An Afternoon in M’il Channel & Manta Fest

Dives like this are about as good as they get. Yesterday a group of seven hit M’il Channel on a gentle incoming current in Yap’s blue water. After you splash in you glide down to 80 feet in crystal clear blueness.

M'il Channel drift Dive with Yap Divers, Micronesia

M'il Channel Blue water Dive with Yap Divers, MicronesiaEveryone in the group started the drift like a bunch of kids playing in a giant pool… we had divers upside down, floating on our backs watching the light dance down to the channel bottom and just having a great time in the silent world.

This is what you do in Yap… roll in and go with the flow.

The current is so gentle here, drift diving is like laying in a hammock. This dive is setup perfectly for an hour on Nitrox, we hit the bottom and glide in between the channel walls watching shark silhouettes above and once we got close to the ridge, it was an underwater wildlife spectacle which created a target rich environment for Manta Fest participants.

Underwater videographer in Yap Micronesia with Manta Ray Bay Resort

The first thing we encountered after passing over a purple soft corral forest was an umbrella school of jacks.  A cloud of fish that occupied the north side ridge. With photo ops in sight, everyone holding a camera started kicking and went to get setup for their shots.

Giant school of jacks in M'il Channel with Yap Divers Micronesia

I went kicking in behind the photogs so that the real cameras got in on the action before my presence blew an op. If you want to know how to disperse hundreds of fish at once, as Frank Schneider. He came up to the main mass and herded the school right off the ridge and out of sight. But before he was done, he herded them back and a couple of us found ourselves in the swarm surrounded by fleeing mini jacks.

School of jacks passing divers in Micronesia with Manta Ray Bay Resort School of jacks passing divers in Micronesia with Manta Ray Bay Resort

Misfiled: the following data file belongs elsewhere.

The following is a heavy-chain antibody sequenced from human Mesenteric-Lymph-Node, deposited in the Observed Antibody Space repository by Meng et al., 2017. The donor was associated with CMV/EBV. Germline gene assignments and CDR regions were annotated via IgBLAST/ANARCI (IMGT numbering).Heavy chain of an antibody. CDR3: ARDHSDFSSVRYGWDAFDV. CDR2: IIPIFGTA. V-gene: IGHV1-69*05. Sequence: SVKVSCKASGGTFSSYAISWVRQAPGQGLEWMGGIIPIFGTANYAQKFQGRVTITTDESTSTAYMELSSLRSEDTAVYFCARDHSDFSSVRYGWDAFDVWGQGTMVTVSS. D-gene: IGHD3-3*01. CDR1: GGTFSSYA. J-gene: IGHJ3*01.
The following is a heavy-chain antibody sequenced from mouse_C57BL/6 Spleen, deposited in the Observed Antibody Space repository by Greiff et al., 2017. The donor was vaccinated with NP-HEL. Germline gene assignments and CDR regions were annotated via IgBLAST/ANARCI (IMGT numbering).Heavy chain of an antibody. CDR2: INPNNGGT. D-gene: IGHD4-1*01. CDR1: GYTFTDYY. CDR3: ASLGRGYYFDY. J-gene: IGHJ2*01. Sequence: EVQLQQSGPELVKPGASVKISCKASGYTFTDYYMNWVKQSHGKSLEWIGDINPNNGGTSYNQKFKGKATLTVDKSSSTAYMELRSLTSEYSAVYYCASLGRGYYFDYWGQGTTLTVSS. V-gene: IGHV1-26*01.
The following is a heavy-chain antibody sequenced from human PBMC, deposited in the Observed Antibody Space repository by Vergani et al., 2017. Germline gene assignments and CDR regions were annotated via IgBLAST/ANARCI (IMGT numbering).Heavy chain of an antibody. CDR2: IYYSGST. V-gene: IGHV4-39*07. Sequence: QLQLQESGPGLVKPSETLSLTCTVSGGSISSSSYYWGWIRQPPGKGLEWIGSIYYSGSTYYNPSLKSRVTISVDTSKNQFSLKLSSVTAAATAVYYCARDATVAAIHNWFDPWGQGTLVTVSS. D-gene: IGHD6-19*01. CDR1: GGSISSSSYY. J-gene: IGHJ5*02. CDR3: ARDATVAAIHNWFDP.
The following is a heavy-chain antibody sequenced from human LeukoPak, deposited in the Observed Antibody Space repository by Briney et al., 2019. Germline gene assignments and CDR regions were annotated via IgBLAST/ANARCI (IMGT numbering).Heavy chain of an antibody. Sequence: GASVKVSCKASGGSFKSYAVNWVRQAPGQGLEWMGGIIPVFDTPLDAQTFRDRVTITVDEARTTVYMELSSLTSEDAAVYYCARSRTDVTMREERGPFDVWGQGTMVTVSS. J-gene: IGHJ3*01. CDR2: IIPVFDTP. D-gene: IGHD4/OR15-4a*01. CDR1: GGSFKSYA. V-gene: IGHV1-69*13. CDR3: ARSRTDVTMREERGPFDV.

After chasing the jack swarm on and off the spot, I kicked back to Manta ridge just in time to see a big spotted eagle ray go overhead and hook up with Anke Rorbach from Germany who is gunning for the win in the Manta Fest photo contest.

Anke Rorbach photographing in Yap Micronesia with Yap Divers

Anke Rorbach photographing two leaf fish in Yap Micronesia with Yap Divers On the East side of Manta ridge there is a corral head at around 60 feet that is it’s own zip code on the reef. You could spend a whole dive on just this one spot and not run out of things to see.

Here, Anke was shooting wide angle and there were two leaf fish posted on top of corral, a school of little yellow bait fish, brown snappers, feeding skipjacks swooping in and out on the bait fish, sleeping white tip sharks just behind us and on a look up I watched two big barracuda pass through the dancing light above us. There wasn’t anything missing from this dive.

Everybody went back to the boat with an energy boost, was all smiles and jokes topside. Dives like this you could ride out strangers that just met and come back friends. Something special happens underwater when it’s this good.

M'il Channel Drift Dive with Yap Divers, Micronesia

Nobody needs to ask this group how they get along with Yap water. I call this zen-diving… that’s when time gets lost and there’s nothing else happening but being a part of Yap’s year-round magic.

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